07 Herman Pekel

7. LANDSCAPES IN OIL – The Importance of Tone


Herman Pekel


This is an informative and hands-on workshop designed for artists with some experience, based on the solid fundamental approach championed by the impressionists and realists. The first lesson in painting is don’t ever start a painting until you know why you are doing it. Next is how you are going to do it. Think things through and you will backtrack and correct less often. There is much to be said about spontaneity as long as you plan for it! Before you start a painting, stop and look at your subject and decide some key issues. Ask yourself questions and study your answers. Most of the answers we understand; we just don’t know the proper questions. Where is my hardest edge? Where is my softest edge? Where is my lightest light? Where is my darkest dark? The answers to these questions will help you to organise your work into something that may not be so overwhelming right from the beginning. Once you have a few of these anchor points, you will no longer feel lost and can start to work with some confidence. You no longer feel that your subject has been lost, and feel that you can begin with a clear path in mind. All work should begin with some sort of plan. Instructional methods are based on direct observation and the techniques to interpret those observations in paint, and will include instructions on procedures and materials. Personal critiques are given. Come join a week of exploring the beauty of colour in oils. Designed for all levels of experience in oils; this is an exciting and informative workshop helping you to train your eye in the discipline of observation. There will be demonstrations every day, we will be exploring landscape, streetscapes the inclusion of water in your paintings. Expect to have a laugh each day. Herman’s workshops are in high demand Australia wide and internationally; an early enrollment is encouraged. Open to artist 18 years and over with some experience in the medium of oils.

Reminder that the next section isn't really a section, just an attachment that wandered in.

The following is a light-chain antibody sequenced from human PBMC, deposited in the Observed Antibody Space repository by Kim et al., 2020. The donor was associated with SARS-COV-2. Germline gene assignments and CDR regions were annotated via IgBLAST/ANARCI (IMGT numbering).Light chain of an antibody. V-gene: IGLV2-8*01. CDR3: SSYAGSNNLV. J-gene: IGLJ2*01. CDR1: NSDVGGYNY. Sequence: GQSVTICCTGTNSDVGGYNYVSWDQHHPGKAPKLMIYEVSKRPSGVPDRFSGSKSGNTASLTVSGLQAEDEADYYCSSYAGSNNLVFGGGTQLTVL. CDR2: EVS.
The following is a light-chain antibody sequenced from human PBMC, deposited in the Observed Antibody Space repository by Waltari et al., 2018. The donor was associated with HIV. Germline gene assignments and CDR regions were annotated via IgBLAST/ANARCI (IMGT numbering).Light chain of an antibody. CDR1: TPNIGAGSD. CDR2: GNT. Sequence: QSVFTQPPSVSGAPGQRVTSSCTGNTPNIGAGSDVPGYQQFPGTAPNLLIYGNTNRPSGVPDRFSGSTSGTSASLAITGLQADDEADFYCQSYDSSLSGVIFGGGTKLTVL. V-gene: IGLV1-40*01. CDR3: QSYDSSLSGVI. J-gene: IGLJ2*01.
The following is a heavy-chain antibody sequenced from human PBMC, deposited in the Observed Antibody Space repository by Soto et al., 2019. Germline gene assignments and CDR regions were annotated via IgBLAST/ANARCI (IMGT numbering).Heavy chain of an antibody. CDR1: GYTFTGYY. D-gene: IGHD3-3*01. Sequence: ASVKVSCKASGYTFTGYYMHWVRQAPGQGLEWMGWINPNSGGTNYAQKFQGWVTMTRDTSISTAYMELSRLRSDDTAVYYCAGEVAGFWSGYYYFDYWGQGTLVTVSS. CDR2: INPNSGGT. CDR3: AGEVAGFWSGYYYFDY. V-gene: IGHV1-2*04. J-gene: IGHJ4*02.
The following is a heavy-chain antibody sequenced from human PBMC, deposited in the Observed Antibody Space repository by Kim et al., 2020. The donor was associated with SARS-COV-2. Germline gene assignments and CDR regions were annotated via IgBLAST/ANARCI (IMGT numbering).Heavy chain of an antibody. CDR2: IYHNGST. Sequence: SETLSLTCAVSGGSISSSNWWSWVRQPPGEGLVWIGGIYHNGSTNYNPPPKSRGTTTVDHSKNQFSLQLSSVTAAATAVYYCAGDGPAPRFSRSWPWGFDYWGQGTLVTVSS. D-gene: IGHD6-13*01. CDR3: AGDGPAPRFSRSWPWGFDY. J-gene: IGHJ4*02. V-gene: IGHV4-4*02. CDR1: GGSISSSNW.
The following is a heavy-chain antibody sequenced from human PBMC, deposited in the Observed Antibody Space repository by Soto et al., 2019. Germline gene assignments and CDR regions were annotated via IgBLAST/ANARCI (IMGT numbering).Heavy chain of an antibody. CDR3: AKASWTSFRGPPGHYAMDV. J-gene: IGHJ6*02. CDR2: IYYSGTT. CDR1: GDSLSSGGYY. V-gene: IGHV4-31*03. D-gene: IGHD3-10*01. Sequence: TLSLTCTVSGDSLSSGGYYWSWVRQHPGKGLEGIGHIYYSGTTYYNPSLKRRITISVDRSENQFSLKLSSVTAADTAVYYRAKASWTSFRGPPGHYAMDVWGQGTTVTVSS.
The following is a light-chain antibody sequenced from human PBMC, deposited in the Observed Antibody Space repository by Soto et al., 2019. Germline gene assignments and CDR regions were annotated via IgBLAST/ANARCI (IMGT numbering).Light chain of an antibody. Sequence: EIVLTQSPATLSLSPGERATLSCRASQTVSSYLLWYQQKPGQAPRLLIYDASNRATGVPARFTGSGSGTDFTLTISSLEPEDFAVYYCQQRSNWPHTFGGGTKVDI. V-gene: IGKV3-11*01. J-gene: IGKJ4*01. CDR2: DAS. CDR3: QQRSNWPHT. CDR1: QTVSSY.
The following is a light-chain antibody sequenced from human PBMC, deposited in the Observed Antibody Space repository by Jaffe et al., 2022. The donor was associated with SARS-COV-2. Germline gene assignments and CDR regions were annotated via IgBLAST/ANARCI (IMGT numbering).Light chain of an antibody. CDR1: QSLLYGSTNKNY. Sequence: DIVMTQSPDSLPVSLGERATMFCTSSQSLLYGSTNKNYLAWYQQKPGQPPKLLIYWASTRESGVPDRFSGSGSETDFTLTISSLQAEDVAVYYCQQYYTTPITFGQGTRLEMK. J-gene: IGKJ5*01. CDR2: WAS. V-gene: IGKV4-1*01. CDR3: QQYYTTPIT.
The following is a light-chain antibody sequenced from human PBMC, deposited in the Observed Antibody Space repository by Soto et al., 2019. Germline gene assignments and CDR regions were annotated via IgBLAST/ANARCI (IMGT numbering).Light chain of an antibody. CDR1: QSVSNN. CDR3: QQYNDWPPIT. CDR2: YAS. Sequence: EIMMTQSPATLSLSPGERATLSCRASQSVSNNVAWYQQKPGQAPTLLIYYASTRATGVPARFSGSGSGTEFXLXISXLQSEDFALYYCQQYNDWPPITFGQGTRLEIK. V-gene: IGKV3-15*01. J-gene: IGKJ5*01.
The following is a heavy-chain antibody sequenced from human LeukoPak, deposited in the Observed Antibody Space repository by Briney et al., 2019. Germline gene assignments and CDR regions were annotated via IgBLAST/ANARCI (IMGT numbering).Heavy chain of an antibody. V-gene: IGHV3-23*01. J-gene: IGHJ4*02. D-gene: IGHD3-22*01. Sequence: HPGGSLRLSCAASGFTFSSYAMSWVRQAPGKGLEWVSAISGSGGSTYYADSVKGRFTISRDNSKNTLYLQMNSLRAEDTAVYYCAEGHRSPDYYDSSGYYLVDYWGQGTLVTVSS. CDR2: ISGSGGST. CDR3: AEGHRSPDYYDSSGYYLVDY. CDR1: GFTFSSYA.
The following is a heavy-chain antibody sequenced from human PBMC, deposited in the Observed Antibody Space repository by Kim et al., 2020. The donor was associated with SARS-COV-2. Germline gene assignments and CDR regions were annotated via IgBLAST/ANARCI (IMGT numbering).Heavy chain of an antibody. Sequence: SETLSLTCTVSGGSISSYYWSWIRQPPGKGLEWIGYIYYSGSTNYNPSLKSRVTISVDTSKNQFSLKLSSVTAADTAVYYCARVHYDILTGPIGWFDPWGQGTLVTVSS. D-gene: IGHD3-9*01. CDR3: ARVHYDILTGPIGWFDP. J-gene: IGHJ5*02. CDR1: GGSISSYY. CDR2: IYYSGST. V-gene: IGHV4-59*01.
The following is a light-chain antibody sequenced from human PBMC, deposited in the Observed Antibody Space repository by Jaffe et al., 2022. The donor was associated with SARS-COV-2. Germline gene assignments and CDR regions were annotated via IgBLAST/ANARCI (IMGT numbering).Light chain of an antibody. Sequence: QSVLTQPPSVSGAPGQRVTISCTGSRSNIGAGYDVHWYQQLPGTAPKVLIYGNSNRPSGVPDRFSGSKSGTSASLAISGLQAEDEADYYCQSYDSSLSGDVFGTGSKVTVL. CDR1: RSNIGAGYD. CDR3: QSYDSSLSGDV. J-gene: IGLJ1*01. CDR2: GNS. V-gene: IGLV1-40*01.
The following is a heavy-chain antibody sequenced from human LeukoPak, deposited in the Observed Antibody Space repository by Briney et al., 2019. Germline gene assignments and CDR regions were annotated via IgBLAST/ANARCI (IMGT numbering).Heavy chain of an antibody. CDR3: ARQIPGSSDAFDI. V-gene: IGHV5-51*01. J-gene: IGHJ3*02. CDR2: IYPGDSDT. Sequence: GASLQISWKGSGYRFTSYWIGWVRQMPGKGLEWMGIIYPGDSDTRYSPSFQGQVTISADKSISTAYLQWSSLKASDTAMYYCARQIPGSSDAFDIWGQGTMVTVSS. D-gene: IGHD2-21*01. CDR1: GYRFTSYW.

Like many artists Herman Pekel experimented for a time with abstract expressionism, but he is now well known for his oils and watercolours. Herman is an artist of energy and enthusiasm. He is able to see a painting in almost any subject matter and is capable of producing award winning work in oil, watercolour or gouache. Environmental issues are a great concern to Herman and his love of the landscape reflects that in almost everything he paints. He produces paintings of strong design and powerful impact – every brush-stroke vibrant and visible. The scope of Herman’s work has ranged from dynamic industrial scenery to soft, draped interiors and broad Australian landscapes, which indicates the creative fearless nature of this unique artist. Herman was the winner of the Camberwell Rotary Watercolour prize in 1993 and was previously three times a finalist in Camberwell’s Travel Scholarship Award, winner of the 1989 Camberwell Watercolour Prize and also the Travel Study Scholarship in 1989. He has also won many other awards, including the Camberwell Rotary Art Shows Best Oil in 2004, the Camberwell Rotary Watercolour prize in 1989, 1993, 1995 and 2006, the Camberwell Rotary Travel Scholarship in 1989, and in 1989 and 1993 he won the Alice Bale Award. In 1994 the National Taiwan Art Institute asked Herman to participate in a book and travelling exhibition with selected artists from Australia, USA and Taiwan. Herman exhibits his work regularly in the USA. His works are featured in the books “Australian Impressionist and Realist Artists” which features Australian Artists and was compiled by Tom Roberts; “120 Years of Watercolourists”, by the Australian Realist Artists; “Artists and Galleries of Australia and New Zealand” by Max Germaine and “Profile on Contemporary Watercolours”.


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